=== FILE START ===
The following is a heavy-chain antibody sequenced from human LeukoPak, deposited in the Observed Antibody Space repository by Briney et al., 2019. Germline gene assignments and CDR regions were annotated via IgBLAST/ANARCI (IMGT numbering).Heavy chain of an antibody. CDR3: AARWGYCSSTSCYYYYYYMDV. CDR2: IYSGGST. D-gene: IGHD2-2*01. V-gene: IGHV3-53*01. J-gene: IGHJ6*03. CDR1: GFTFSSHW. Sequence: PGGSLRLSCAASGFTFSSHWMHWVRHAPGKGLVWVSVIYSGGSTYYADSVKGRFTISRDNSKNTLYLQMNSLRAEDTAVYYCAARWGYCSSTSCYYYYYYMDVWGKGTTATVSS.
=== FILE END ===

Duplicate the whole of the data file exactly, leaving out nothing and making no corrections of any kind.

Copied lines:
The following is a heavy-chain antibody sequenced from human LeukoPak, deposited in the Observed Antibody Space repository by Briney et al., 2019. Germline gene assignments and CDR regions were annotated via IgBLAST/ANARCI (IMGT numbering).Heavy chain of an antibody. CDR3: AARWGYCSSTSCYYYYYYMDV. CDR2: IYSGGST. D-gene: IGHD2-2*01. V-gene: IGHV3-53*01. J-gene: IGHJ6*03. CDR1: GFTFSSHW. Sequence: PGGSLRLSCAASGFTFSSHWMHWVRHAPGKGLVWVSVIYSGGSTYYADSVKGRFTISRDNSKNTLYLQMNSLRAEDTAVYYCAARWGYCSSTSCYYYYYYMDVWGKGTTATVSS.